styled buttons usign based-on styles.

The base style targets ContentControl, and sets the Height, and Width properties. The styles based on this style target CheckBox and Button, which derive from ContentControl. The based-on styles set different colors for the BorderBrush and Foreground properties. (You don't typically put a border around a CheckBox. We do it here to show the effects of the style.)

<Page.Resources>
    <Style x:Key="BasicStyle" TargetType="ContentControl">
        <Setter Property="Width" Value="130" />
        <Setter Property="Height" Value="30" />
    </Style>

    <Style x:Key="ButtonStyle" TargetType="Button"
           BasedOn="{StaticResource BasicStyle}">
        <Setter Property="BorderBrush" Value="Orange" />
        <Setter Property="BorderThickness" Value="2" />
        <Setter Property="Foreground" Value="Red" />
    </Style>

    <Style x:Key="CheckBoxStyle" TargetType="CheckBox"
           BasedOn="{StaticResource BasicStyle}">
        <Setter Property="BorderBrush" Value="Blue" />
        <Setter Property="BorderThickness" Value="2" />
        <Setter Property="Foreground" Value="Green" />
    </Style>
</Page.Resources>

<StackPanel>
    <Button Content="Button" Style="{StaticResource ButtonStyle}" Margin="0,10"/>
    <CheckBox Content="CheckBox" Style="{StaticResource CheckBoxStyle}"/>
</StackPanel>

Use tools to work with styles easily

A fast way to apply styles to your controls is to right-click on a control on the Microsoft Visual Studio XAML design surface and select Edit Style or Edit Template (depending on the control you are right-clicking on). You can then apply an existing style by selecting Apply Resource or define a new style by selecting Create Empty. If you create an empty style, you are given the option to define it in the page, in the App.xaml file, or in a separate resource dictionary.

Lightweight styling

Overriding the system brushes is generally done at the App or Page level, and in either case the color override will affect all controls that reference that brush – and in XAML many controls can reference the same system brush.

styled buttons

<Page.Resources>
    <ResourceDictionary>
        <ResourceDictionary.ThemeDictionaries>
            <ResourceDictionary x:Key="Light">
                 <SolidColorBrush x:Key="ButtonBackground" Color="Transparent"/>
                 <SolidColorBrush x:Key="ButtonForeground" Color="MediumSlateBlue"/>
                 <SolidColorBrush x:Key="ButtonBorderBrush" Color="MediumSlateBlue"/>
            </ResourceDictionary>
        </ResourceDictionary.ThemeDictionaries>
    </ResourceDictionary>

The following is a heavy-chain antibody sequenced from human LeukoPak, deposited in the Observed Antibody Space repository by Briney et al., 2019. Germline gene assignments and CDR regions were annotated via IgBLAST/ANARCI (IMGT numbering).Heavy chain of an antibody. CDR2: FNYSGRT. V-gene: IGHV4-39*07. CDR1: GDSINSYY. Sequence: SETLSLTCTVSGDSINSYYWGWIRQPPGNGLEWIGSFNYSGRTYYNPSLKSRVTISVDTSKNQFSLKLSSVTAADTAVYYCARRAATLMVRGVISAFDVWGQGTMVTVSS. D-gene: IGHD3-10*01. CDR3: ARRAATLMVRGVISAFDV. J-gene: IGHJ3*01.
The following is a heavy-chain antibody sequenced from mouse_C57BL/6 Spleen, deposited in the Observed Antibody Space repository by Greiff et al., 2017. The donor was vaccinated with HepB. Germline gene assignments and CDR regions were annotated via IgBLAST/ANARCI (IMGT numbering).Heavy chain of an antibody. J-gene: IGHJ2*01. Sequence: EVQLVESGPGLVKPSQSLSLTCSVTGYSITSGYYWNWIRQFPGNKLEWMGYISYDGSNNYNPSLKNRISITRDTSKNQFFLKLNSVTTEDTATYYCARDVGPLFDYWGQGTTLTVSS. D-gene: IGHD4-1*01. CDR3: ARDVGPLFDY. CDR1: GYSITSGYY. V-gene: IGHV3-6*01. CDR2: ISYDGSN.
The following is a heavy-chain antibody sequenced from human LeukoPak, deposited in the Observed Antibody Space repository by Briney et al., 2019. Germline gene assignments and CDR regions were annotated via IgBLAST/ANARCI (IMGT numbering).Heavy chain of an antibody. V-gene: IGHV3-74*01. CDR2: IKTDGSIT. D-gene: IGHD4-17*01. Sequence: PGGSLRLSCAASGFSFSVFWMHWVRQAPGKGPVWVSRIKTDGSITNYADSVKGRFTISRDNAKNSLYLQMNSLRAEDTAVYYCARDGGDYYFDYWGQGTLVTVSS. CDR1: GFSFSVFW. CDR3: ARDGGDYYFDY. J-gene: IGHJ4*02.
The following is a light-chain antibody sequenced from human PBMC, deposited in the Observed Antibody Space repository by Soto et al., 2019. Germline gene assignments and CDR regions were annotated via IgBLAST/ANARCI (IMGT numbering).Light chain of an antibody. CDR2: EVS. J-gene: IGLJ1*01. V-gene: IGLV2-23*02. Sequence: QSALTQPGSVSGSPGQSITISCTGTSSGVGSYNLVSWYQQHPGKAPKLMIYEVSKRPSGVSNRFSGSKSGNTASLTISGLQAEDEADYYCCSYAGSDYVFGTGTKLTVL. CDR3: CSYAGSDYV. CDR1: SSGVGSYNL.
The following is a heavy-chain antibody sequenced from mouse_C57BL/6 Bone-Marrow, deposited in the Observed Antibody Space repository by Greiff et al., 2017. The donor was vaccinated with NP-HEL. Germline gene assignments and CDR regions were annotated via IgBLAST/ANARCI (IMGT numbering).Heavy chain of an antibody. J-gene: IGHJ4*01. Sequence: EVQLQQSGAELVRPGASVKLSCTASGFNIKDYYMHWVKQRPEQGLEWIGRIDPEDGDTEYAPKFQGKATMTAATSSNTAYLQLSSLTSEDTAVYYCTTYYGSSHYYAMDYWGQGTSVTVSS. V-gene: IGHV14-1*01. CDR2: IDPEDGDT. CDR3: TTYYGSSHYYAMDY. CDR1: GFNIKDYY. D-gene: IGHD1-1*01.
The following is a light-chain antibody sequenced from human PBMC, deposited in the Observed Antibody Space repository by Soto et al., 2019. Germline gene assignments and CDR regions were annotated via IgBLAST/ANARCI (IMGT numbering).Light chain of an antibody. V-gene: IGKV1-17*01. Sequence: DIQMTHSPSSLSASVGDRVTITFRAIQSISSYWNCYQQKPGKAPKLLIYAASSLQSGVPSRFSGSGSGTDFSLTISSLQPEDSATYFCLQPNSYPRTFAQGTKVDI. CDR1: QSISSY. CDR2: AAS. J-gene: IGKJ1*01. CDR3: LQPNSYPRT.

</Page.Resources>

For states like PointerOver (mouse is hovered over the button), PointerPressed (button has been invoked), or Disabled (button is not interactable). These endings are appended onto the original Lightweight styling names: ButtonBackgroundPointerOver, ButtonForegroundPointerPressed, ButtonBorderBrushDisabled, etc. Modifying those brushes as well, will make sure that your controls are colored consistently to your app's theme.

Placing these brush overrides at the App.Resources level, will alter all the buttons within the entire app, instead of on a single page.

Per-control styling

In other cases, changing a single control on one page only to look a certain way, without altering any other versions of that control, is desired:

styled buttons

<CheckBox Content="Normal CheckBox" Margin="5"/>
    <CheckBox Content="Special CheckBox" Margin="5">
        <CheckBox.Resources>
            <ResourceDictionary>
                <ResourceDictionary.ThemeDictionaries>
                    <ResourceDictionary x:Key="Light">
                        <SolidColorBrush x:Key="CheckBoxForegroundUnchecked"
                            Color="Purple"/>
                        <SolidColorBrush x:Key="CheckBoxForegroundChecked"
                            Color="Purple"/>
                        <SolidColorBrush x:Key="CheckBoxCheckGlyphForegroundChecked"
                            Color="White"/>
                        <SolidColorBrush x:Key="CheckBoxCheckBackgroundStrokeChecked"  
                            Color="Purple"/>
                        <SolidColorBrush x:Key="CheckBoxCheckBackgroundFillChecked"
                            Color="Purple"/>
                    </ResourceDictionary>
                </ResourceDictionary.ThemeDictionaries>
            </ResourceDictionary>
        </CheckBox.Resources>
    </CheckBox>
<CheckBox Content="Normal CheckBox" Margin="5"/>

This would only effect that one “Special CheckBox” on the page where that control existed.

Modify the default system styles

You should use the styles that come from the Windows Runtime default XAML resources when you can. When you have to define your own styles, try to base your styles on the default ones when possible (using based-on styles as explained earlier, or start by editing a copy of the original default style).

The template property

A style setter can be used for the Template property of a Control, and in fact this makes up the majority of a typical XAML style and an app's XAML resources. This is discussed in more detail in the topic Control templates.